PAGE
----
I think he didn’t know how to be a dad. He referred to his own father as “one of the last great stand up drunks”. I think he didn’t know what it meant to be a father. I wouldn’t blame someone for their inability to build a house if no one ever gave them the tools to build one.
I lived in Nashville, TN when he went missing and he was still in Florida. So when there was still no word by Saturday night, I decided to drive down to Florida the next morning.
The next few days were spent working with the local police to try to track him down, follow the few leads we had, and an official missing person’s report was put out as well as a “silver alert” (like an Amber Alert, but for missing elderly people). My aunt who lives in Texas flew in on Thursday and stayed with a friend of hers in Jacksonville. Later that evening, the officer working the case called to say that my dad’s van had been found in the Jacksonville Airport parking lot. There seemed to be no one inside, but there was a gun on the front passenger seat.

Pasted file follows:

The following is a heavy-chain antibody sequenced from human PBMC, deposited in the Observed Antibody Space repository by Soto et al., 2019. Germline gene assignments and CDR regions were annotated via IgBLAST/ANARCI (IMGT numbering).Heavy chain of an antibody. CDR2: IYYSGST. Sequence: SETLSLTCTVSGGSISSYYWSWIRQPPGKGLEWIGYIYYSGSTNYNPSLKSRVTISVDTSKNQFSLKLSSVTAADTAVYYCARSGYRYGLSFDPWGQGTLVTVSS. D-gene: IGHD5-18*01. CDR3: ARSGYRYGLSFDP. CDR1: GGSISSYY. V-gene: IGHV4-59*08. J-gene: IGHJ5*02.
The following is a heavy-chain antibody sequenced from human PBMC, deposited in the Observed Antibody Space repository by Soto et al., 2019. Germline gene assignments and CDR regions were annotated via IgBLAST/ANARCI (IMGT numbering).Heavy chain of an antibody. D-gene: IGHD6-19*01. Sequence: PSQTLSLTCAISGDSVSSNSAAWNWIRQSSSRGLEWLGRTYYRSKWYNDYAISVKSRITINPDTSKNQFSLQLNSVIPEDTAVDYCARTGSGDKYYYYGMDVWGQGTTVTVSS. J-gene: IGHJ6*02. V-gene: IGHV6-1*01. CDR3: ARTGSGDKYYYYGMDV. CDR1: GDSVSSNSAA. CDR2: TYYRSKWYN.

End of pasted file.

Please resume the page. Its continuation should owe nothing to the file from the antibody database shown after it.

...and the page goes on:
I was at a bar with friends when the officer called to tell me she had found the van. I didn’t really know what to think or feel. If we found him alive, I knew what that meant. He would have to come back with me to Nashville to live. It made sense on paper; I lived with my boyfriend in a 2-bedroom apartment. We had the room. I’m his only daughter, he never remarried after my mom, and his other family wouldn’t want to, or would be too poor to take him in, especially if he was having mental problems and would need medical care. It would be up to me entirely.